Missouri courts offer timely review of criminal convictions through direct appeal and post-conviction proceedings. State ex rel. Simmons v. White , 866 S.W.2d 443, 446 (Mo. banc 1993). "Neither these proceedings nor habeas corpus, however, was designed for duplicative and unending challenges to the finality of a judgment." Id. Thus, "[h]abeas review of a conviction is not appropriate where a defendant could have raised claims at trial, on direct appeal, or during post-conviction relief according to the state’s procedural rules but did not do so for reasons internal to the defense." State ex rel. Strong v. Griffith , 462 S.W.3d 732, 738 (Mo. banc 2015). At a minimum, a habeas petitioner must show that the grounds for relief were not known to him while prior proceedings were available. White , 866 S.W.2d at 446.
Relator argues that Brady relief was procedurally barred because Jennings’s defense team knew or should have known at trial that the robe had been GSR-tested. The following facts found by the habeas court, to which we defer, undermine Relator’s argument:
See State ex rel. Woodworth v. Denney , 396 S.W.3d 330, 333 (Mo. banc 2013).
• The GSR test should have been disclosed to the defense in discovery, but it was not disclosed either pre-trial or post-trial.
• A Highway Patrol report produced to the defense and titled "Processing of Brad Jennings' Clothing" noted the presence of blood on the robe, but no reference was made to the GSR test and nothing in the report indicated that a GSR test had been performed.
• In closing argument and at the post-trial motion hearing, Jennings’s trial counsel stated that the robe had not been tested for GSR.
• Jennings’s new counsel initially discovered the GSR test in 2015. Counsel requested the results of all lab
tests, to which the State disclosed all results except the GSR test result for the robe, which was not disclosed until counsel made another specific request therefor.
• In testimony expressly credited by the habeas court, the State’s lead counsel confirmed "that he was not aware of the exculpatory gunshot residue test and had he been he would have disclosed it because he is well aware of his obligation to do so."
The State’s counsel also testified that he first learned of the GSR test in 2016 or 2017, and that events during the trial never brought that issue to his mind. Nash similarly testified that he was unaware of the GSR test or results until lawyers in the habeas case told him.
We find no basis to charge Jennings with scienter of state-ordered, state-conducted, and state-handled testing that was unknown to the prosecution team or its key trial witness who had sought such testing. Jennings’s Brady claim was not procedurally barred.
We echo Ferguson v. Dormire , 413 S.W.3d 40, 71 (Mo.App. 2013) : "The State’s admitted failure to ever, let alone timely, disclose this critical evidence renders particularly repugnant the State’s argument that [Jennings] should have earlier discovered the undisclosed [evidence] in time to raise it on direct appeal or in his Rule 29.15 motion."
As habeas petitioner, Jennings had the general burden to prove his right to relief. State ex rel. Koster v. McElwain , 340 S.W.3d 221, 256 (Mo.App. 2011).
To prevail in his Brady claims, [Relator] must satisfy three components: (1) The evidence at issue must be favorable to him, either because it is exculpatory or because it is impeaching of an adverse witness; (2) that evidence must have been suppressed by the State, whether willfully or inadvertently; and (3) he must have been prejudiced.
Woodworth , 396 S.W.3d at 338.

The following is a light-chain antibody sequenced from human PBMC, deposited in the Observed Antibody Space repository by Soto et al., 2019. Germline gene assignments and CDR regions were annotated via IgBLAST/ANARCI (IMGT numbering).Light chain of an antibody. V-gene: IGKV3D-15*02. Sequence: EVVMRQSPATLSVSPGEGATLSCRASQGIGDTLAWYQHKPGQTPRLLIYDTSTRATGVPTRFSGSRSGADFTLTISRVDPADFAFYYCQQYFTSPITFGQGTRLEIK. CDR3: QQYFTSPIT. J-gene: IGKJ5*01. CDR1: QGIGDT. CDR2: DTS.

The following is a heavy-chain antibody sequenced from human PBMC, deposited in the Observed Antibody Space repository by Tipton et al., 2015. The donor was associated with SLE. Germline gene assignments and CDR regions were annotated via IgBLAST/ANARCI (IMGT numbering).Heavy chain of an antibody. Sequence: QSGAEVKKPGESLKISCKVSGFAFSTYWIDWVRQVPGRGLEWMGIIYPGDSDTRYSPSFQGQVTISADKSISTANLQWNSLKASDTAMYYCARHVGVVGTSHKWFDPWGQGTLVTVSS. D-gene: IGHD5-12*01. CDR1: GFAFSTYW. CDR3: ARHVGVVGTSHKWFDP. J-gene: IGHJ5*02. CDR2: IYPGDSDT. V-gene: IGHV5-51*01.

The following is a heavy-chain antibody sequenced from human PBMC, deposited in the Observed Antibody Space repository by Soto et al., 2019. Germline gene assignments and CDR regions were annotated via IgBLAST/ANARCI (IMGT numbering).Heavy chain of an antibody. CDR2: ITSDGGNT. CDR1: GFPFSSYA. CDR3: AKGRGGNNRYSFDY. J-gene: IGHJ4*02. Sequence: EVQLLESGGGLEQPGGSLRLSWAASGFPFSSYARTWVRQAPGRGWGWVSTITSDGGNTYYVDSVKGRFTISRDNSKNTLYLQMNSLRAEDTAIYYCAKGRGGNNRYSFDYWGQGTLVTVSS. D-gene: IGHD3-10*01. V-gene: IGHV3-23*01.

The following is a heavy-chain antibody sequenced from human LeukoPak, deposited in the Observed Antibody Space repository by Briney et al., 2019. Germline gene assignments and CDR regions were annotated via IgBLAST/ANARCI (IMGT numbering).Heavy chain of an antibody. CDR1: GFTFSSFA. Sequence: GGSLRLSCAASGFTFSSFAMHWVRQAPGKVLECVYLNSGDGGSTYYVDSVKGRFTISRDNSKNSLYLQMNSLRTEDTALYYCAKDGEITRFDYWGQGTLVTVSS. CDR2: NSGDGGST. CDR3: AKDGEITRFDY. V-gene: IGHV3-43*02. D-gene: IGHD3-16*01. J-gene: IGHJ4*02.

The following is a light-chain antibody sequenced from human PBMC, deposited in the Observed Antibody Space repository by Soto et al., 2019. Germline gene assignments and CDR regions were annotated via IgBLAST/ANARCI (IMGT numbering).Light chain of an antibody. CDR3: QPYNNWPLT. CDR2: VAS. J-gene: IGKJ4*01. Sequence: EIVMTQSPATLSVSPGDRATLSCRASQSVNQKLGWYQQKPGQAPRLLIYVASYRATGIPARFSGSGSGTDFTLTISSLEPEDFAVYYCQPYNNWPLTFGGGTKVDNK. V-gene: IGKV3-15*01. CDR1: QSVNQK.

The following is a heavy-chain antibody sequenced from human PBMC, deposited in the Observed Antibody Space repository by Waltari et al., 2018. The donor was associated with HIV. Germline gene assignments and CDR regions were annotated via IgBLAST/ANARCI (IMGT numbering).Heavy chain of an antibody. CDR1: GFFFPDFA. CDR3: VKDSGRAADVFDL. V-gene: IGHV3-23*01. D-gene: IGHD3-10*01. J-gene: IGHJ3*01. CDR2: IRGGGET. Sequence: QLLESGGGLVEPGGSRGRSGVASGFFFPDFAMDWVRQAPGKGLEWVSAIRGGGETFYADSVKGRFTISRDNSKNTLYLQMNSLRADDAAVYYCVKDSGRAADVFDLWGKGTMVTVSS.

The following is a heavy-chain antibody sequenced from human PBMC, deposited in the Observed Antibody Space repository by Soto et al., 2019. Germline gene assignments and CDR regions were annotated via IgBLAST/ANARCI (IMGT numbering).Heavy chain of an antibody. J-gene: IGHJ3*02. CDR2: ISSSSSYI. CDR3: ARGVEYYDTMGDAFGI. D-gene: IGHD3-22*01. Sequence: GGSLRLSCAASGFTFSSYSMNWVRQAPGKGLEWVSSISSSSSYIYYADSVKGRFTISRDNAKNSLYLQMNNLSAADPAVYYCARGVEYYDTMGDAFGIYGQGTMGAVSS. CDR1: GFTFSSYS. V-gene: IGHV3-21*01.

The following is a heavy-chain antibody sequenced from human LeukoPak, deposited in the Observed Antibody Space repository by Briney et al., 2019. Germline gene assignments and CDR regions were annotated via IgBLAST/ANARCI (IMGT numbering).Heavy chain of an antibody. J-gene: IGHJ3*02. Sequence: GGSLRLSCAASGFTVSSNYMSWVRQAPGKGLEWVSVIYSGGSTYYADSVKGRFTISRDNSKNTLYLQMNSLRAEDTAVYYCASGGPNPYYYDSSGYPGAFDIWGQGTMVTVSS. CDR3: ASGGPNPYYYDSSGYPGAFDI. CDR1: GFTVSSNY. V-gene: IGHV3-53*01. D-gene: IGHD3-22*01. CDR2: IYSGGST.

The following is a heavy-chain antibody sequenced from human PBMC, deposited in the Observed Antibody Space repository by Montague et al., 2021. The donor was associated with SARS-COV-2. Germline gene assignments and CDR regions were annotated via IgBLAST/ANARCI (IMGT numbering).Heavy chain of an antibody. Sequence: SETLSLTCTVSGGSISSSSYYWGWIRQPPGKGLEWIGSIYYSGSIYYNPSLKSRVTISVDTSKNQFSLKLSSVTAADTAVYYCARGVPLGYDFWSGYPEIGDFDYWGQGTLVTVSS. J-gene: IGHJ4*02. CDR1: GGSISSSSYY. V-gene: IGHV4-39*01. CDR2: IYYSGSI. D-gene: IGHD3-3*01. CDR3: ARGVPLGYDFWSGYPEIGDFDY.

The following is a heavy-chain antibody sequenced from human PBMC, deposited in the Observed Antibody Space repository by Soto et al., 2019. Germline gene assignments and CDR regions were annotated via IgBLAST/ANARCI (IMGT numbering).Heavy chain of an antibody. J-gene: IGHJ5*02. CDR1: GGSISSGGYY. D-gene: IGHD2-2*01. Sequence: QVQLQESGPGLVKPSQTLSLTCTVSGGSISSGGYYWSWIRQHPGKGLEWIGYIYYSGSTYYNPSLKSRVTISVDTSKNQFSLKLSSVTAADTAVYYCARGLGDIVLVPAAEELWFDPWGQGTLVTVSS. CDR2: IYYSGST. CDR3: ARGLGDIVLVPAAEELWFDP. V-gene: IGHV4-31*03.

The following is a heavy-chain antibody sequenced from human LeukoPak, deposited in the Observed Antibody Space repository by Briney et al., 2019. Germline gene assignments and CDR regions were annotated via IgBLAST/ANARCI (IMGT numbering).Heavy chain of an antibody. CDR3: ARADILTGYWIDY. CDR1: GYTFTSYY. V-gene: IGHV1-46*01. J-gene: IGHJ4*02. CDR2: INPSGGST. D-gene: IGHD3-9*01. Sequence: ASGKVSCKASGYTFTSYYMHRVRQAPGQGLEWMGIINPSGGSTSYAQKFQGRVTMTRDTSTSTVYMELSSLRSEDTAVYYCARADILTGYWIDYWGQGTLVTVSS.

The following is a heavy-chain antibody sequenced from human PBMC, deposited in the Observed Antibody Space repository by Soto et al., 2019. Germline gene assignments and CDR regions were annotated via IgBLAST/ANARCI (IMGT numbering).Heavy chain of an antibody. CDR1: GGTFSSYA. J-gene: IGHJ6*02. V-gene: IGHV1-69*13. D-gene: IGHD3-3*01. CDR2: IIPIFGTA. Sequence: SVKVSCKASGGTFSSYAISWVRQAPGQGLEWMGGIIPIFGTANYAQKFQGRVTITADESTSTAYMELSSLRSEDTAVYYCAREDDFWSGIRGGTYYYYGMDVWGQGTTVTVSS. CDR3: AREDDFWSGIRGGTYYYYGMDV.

Relator argues that the GSR results were not exculpatory, but has expressly admitted they "would constitute impeachment evidence," which satisfies the first element. Relator does not contest the second element.
"If evidence is admissible for one purpose but improper for other purposes, it should be received, subject to limiting instruction, if requested." State v. Jones , 979 S.W.2d 171, 182 (Mo. banc 1998). See also McLaughlin v. State , 378 S.W.3d 328, 354 (Mo. banc 2012).
The final element, prejudice, did not require Jennings to prove that GSR-test disclosure would have won his acquittal. State ex rel. Clemons v. Larkins , 475 S.W.3d 60, 82 (Mo. banc 2015). It was enough to show a reasonable probability of a different result; i.e. , that the evidentiary nondisclosure undermines confidence in the trial’s outcome. The question is not whether Jennings " ‘would more likely than not have received a different verdict with the evidence, but whether in its absence he received a fair trial, understood as a trial resulting in a verdict worthy of confidence.’ " Id. at 83 (quoting Kyles v. Whitley , 514 U.S. 419, 434, 115 S.Ct. 1555, 131 L.Ed.2d 490 (1995), emphasis as in Clemons ).
Relator does not persuade us, based solely on a review of the record, that the habeas court acted beyond its authority in finding this third element. As the habeas court correctly noted, Nash was the State’s key trial witness. His accuracy, veracity, and credibility were, by their very nature, material issues. See Taylor v. State , 262 S.W.3d 231, 244 (Mo. banc 2008). See also State ex rel. Engel v. Dormire , 304 S.W.3d 120, 129 (Mo. banc 2010) (nondisclosure of impeachment evidence prejudicial per Brady ; witness was prosecution’s key witness and defense hinged on undermining his credibility). Relator’s non-prejudice arguments, save one otherwise moot, all focus on minimizing the exculpatory aspects of the GSR test results. None addresses this evidence’s materiality for impeachment , which Relator notably ignores even in its reply suggestions after mention by Respondents.
In reviewing the prejudice element, "we have not been required to consider ‘newly discovered evidence’ beyond the undisclosed evidence in the State’s possession." Ferguson , 413 S.W.3d at 72. Thus we need not consider the State’s extensive argument that the habeas court erred in so doing because Brady materiality should focus "only on evidence that existed in the trial record or evidence that was suppressed by the State" (to quote Relator) and not "all available evidence uncovered following the trial" as our supreme court stated in Woodworth , 396 S.W.3d at 338, and State ex rel. Griffin v. Denney , 347 S.W.3d 73, 77 (Mo. banc 2011).
Jennings was not procedurally barred from raising the Brady claim on which the habeas court granted relief. The undisclosed test results undermine confidence in the trial’s outcome. We thus decline to quash the habeas court’s record and deny all motions still pending in this court.
To reiterate, our limited issue on certiorari "is not whether [Jennings] can be declared innocent based on the undisclosed evidence." Green , 388 S.W.3d at 632. Neither the granting of the habeas writ nor this court’s decision not to quash the habeas record should be construed as any indication of Jennings’s guilt or innocence. Id . at 632-33. That determination is solely left to a jury following a fair trial.